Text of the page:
my idea :
try every triangle as a starting point (number of triangles), try every drawing order that is counter clockwise (3), remember the longest strip, kill all stripped polys, and go on until nothing is left.
per strip i would need triangles number*3 cycles.
is there a better (does not need to be faster) way ?
There are other things to keep in mind such as vertex cache sizes. Stripping info: http://www.ams.sunysb.edu/~xxiang/strip.html http://www.cs.sunysb.edu/~stripe/
Of course there is nvidia’s tristripping library that is already written http://www.nvidia.com/view.asp?IO=nvtristrip_library
and this library as well (the one I use as I found it much better than nvidia’s) http://users.pandora.be/tfautre/softdev/
If I understand correctly, basically what you want to do is to build one strip at the time, building the longest possible strip at that moment.
The algorithm you describe isn’t the most optimized to achieve this method. (it has a complexity of O(n²))
I already tried it when working on Tri Stripper (last url given by titan, thanks titan )
But you can optimize two big points to get a nice O(n.log(n)) algorithm:

You don’t have to try every possibility on every triangle, just a few of them. When building a strip you cover more than one triangle, so you could for example mark the triangles that are already part of a strip in a particular orientation (3 different orientations per triangle).
That is if you take a triangle and extend it in one direction; you can optimize a little further by extending in both directions but that’s a little more complicated and gives 6 different orientations. 
When building a “final” strip you’re eliminating a number of triangles and thus a number of previously possible candidate strips.
But other triangles and strips are left unmodified.
So what you can do is to find all possible longest strips using the method described above and put them in a priority queue (heap).
Then when building the longest strip of the moment you only have to reorganize the concerned strips in the heap; which is just, most of the time, splitting one strip into two strips because a triangle as been taken out.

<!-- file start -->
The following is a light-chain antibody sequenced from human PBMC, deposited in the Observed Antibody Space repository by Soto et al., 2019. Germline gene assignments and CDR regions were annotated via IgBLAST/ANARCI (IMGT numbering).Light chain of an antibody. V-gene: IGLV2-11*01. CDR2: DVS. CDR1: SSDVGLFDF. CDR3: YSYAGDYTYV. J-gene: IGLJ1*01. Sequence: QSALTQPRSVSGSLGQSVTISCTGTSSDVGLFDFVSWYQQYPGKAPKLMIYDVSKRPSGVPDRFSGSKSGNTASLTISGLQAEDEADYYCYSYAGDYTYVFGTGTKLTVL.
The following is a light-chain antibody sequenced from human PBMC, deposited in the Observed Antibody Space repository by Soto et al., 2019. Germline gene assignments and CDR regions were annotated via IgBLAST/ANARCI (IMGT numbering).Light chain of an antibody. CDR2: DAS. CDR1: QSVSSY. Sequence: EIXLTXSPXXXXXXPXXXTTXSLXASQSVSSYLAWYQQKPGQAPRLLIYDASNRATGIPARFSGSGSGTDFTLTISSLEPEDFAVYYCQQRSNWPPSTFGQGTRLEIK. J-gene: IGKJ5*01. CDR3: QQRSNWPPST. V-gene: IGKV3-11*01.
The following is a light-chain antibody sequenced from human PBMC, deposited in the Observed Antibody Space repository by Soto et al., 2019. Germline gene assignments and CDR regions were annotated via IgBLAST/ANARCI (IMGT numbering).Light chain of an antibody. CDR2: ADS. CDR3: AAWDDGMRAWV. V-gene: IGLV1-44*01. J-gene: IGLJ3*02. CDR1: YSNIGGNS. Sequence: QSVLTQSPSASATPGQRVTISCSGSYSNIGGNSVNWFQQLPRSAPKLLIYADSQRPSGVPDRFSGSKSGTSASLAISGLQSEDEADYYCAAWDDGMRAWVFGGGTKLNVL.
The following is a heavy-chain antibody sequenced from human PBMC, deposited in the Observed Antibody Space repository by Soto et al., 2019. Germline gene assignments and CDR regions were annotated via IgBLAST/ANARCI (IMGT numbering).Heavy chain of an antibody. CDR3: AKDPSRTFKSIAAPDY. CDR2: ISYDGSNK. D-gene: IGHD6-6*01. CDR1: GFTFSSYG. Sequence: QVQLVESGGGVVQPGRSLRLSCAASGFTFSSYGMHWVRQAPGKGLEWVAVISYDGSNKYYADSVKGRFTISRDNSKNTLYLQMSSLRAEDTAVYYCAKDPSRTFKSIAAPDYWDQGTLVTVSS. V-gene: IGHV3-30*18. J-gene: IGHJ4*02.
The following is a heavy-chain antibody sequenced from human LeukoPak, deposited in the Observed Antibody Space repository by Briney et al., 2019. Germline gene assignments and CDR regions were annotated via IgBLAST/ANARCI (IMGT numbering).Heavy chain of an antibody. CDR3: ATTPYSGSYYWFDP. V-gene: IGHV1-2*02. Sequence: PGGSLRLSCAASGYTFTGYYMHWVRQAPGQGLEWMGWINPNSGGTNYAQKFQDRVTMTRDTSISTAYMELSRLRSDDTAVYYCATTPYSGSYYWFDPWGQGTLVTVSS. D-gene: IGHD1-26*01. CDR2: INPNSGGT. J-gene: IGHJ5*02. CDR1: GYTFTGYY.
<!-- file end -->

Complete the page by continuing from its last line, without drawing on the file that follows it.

I had a beta version of this algorithm up and running, and compared it against other algorithms. The conclusion is that it has a lot of disadvantages and not a lot of advantages:
It’s hard to program. Not impossible but there are a lot of things to do if you want a fully optimized version.
A nonfully optimized version will be slow. My version was about 10 times slower than other algorithms I tried. But I think that if it’s optimized correctly it should be nearly as fast. But is it worth the effort?
The gain in efficiency at the end is small compared to “dumber” but faster algorithms. Compared to an algorithm that randomly chooses the first triangle of the next strip I went from like 57fps to 63fps (the original unstriped model doing 30fps), which isn’t such a great improvement.
The thing is that this greedy algorithm will give you the longest possible strip at each stage, but it won’t give you the best overall solution and it can sometimes make things worse by isolating too many triangles.
Also it doesn’t take into account the presence of a vertex cache. A vertex cache aware algorithm does give better results.
PS: Titan, it’s nice to see people liking and using Tri Stripper.
is it faster for tristrips or vertex arrays?
or use the tristrips for the vertex arrays?
Vertex arrays are orthogonal to tri strips.
You should, generally, submit your tri strips using the most efficient geometry submission API, which usually tends to be some flavour of vertex arrays.